A third method, subtractive-combination, also assumes that synergistic fractions must be tested in combination, but instead of combining smaller numbers of fractions together, it subtracts fractions from the whole blend of fractions. In 1976 L.E. Browne, while at the University of California, Berkeley, proposed that this method would be more efficient than the established method of additive combination of fractions (personal communication). My colleagues and I later used the subtractive-combination method for isolation of host (Scots pine) attractants of the pine shoot beetle, Tomicus piniperda, of Europe (Byers et al., 1985). However, the subtractive method was first used for isolation of synergistic pheromone components on the smaller spruce engraver of Europe and Asia, Pityogenes chalcographus, where a pheromonal structure not previously known for bark beetles, methyl (E,Z)-2,4-decadienoate, was identified (Byers et al., 1988, 1989, 1990a).

The objective of this paper is to describe and compare the three methods, especially the additive- and subtractive-combination methods. The question is which of the methods is most efficient in terms of number of bioassay tests required and number of passes of compounds through the chromatograph. Assuming two fractionations, mathematical formulas will be derived for both the additive- and subtractive-combination methods that describe the probabilistic number of tests that would be required to ensure isolation of all active components given: (1) the number of fractions of the extract on the first fractionation, (2) the number of synergistic components, and (3) the number of total compounds in the extract. A computer program that uses the formulas will determine the optimal number of initial major fractions, which depends on the number of total compounds in the extract and the number of synergists.

MATERIALS AND METHODS

Descriptive examples of binary splitting and additive- and subtractive-combination procedures are presented to explain the methodology used for each. Hypothetically, an extract consisting of 20 compounds can be passed through a gas chromatograph (GC) resulting in the "chromatogram" shown in Figures 1 and 2. It is assumed that the third, fifteenth, and nineteenth eluting compounds are active only in synergism. The first method of binary splitting of fractions is outlined in Figure 1. Fractions A and B alone are not active; the conclusion is that both have synergists. Fraction A is divided into C and D and these fractions are combined with B in order to isolate the active compounds in A (Figure 1).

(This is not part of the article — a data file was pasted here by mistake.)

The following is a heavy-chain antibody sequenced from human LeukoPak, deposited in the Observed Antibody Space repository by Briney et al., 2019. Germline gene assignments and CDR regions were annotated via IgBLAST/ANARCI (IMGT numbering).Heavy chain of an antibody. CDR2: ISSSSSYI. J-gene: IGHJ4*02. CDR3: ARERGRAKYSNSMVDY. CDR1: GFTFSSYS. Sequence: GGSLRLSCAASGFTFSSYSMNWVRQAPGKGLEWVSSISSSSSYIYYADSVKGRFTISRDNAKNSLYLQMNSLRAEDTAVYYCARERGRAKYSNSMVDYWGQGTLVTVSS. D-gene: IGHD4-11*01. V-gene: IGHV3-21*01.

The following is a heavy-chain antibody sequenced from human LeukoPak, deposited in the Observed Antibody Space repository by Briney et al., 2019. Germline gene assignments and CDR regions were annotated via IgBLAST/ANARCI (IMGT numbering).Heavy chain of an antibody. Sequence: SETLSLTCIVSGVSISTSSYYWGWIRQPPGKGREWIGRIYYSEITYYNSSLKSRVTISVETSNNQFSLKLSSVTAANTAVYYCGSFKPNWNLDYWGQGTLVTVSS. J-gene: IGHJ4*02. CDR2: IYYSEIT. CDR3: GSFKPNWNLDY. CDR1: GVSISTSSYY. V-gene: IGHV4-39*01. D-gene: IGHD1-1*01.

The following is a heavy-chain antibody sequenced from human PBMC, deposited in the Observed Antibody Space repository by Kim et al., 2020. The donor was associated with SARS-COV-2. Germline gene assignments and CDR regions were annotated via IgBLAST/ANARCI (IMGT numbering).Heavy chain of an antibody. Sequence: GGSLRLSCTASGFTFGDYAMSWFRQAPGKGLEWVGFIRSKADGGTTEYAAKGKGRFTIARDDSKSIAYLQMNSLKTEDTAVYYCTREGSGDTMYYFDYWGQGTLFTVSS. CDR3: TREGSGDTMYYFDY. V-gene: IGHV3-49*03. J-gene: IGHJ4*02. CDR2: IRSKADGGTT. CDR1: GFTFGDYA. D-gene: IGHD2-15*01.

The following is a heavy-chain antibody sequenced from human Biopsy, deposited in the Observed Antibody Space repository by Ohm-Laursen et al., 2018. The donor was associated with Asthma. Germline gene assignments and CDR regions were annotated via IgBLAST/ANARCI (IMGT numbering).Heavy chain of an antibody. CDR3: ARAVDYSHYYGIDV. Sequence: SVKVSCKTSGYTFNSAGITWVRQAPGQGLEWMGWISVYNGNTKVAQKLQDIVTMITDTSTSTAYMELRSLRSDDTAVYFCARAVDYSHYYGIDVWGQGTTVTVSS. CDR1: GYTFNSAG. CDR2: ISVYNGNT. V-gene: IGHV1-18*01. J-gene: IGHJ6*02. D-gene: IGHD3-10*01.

FIG. 1. Outline of the binary splitting method for isolation of synergistic chemicals. The peaks represent a chromatogram with three synergists indicated by the asterisks. Letters represent fractions, see text for details.

Fraction C is active, D is not active, and further splitting of C into E and F (active), then F into I (active) and K, and finally I into L (active) and M reveals that L is a synergist. Fraction B is then fractionated similarly, with fractions tested with L (Figure 1) until the active compounds S and Y are found.

The second method, additive combination (Figure 2), fractionates the extract initially into four major fractions A-D. These are tested alone (none active), in binary combinations (none active) and then tertiary combinations (only ACD active). Next, fraction A is fractionated into five fractions and each tested with fractions C and D--showing that compound G is active. The same procedure is done with major fraction C, combining each minor fraction with G to find compound S active.


FIG. 2. Outline of the additive-combination and subtractive-combination methods for isolation of synergistic chemicals. The peaks represent a chromatogram with three synergists indicated by the asterisks. Letters represent fractions, see text for details.

Initially, major fraction D is fractionated and these minor fractions combined with G and S to find compound W active.

The third method, subtractive combination (Figure 2), also fractionates the extract into four initial fractions A-D, but the fractions are combined into four blends each with one of the fractions not present (subtracted). Since the removal of fraction B had no effect on the activity, it is concluded that this fraction does not contain synergists. Fractions A, C, and D when subtracted from the blend resulted in a loss of activity, so each has synergists. Fraction A is fractionated into five fractions, which are combined and tested with major fractions C and D in five tests, with a different minor fraction subtracted. Subtraction of minor fraction G results in a loss of activity, indicating that compound G is a synergist. Similar fractionation and testing of major fraction C with D and G shows S active, and fractionation of D reveals that W is active.